History of New Paltz in Objects

“You take an object…and you put it down in front of you and you start. You begin to tell a story.”

Edmund de Waal, The Hare with Amber Eyes 

This exhibition brings together a collection of artifacts, tools, knick-knacks, books, clothing, and other items that collectively tell the stories of New Paltz, New York. Today the site of a vibrant college, a favorite location for artists, outdoor enthusiasts, and quiet weekend retreats, New Paltz has a history that reaches back through the earliest records of American history and culture. It was once a crossroads in trade roads and hunting grounds for the region’s Native American cultures. Settled by Europeans in the seventeenth century, "Die Pfaltz" quickly developed into a thriving early American community. This place has thus witnessed a span of major historical events that have defined the American experience, from the Revolutionary War and slavery to the Vietnam protests of the twentieth century.

By its nature, the narrative we tell here is neither complete nor exhaustive. Based on the materials of history, what these stories share is a sense of dimension, extension, and richness: a button made in seventeenth-century Amsterdam that may have been a trading item between settlers and Indians; an autograph book that records the social circle of a nineteenth-century college woman; a collection of worn t-shirts that document the establishment of college radio in New York.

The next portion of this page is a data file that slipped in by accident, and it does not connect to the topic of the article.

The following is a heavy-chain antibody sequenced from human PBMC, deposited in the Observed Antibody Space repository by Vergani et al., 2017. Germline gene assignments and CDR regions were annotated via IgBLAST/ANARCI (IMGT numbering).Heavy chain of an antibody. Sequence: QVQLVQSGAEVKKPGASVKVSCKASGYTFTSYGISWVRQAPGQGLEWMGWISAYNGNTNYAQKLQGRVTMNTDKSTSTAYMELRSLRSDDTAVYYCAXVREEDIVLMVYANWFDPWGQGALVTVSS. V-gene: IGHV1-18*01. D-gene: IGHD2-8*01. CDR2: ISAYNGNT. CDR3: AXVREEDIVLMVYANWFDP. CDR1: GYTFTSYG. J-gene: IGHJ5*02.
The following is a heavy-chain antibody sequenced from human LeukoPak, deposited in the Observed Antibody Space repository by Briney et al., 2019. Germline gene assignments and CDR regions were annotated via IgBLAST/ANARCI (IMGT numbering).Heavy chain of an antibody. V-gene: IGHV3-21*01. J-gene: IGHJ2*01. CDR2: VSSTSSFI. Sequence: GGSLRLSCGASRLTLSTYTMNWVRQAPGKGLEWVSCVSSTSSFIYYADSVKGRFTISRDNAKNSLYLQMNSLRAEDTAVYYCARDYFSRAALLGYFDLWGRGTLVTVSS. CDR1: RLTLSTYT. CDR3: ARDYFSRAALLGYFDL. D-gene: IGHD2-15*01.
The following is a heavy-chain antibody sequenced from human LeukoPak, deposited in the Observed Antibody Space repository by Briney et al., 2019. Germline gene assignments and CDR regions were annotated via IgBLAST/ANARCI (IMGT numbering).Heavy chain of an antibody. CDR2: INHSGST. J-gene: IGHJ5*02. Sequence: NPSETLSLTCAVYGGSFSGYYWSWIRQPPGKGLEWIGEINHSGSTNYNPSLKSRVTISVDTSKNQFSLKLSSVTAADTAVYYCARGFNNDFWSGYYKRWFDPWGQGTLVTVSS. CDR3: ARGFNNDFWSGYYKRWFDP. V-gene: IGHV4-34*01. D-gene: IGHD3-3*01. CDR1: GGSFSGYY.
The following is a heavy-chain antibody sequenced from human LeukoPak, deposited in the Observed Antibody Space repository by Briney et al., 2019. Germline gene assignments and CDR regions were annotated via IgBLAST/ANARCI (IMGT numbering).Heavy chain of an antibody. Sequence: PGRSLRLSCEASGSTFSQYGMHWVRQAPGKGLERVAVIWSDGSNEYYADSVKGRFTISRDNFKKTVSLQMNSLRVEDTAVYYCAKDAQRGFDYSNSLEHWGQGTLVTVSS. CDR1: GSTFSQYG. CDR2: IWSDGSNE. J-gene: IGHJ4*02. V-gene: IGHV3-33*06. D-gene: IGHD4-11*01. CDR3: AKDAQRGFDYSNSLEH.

This collaborative material history grew from Cyrus Mulready’s Spring 2013 Honors Seminar at SUNY New Paltz. You can read more in the following links about the class and project. It has also been conducted in collaboration with several local institutions and individuals: Dr. Joseph Diamond of the SUNY New Paltz department of Anthropology, the Haviland-Heidgerd Collection at Elting Memorial Library in New Paltz, Historic Huguenot Street, The Sojourner Truth Library at SUNY New Paltz, and the Southeastern New York Library Resources Council

Credits

Graphic design by Jessi Putnam. Special thanks to Jennifer Palmentiero, Morgan Gwenwald, Ashley Hulburt, Rebecca Mackey, and Susan Stessin for their generous support and contributions.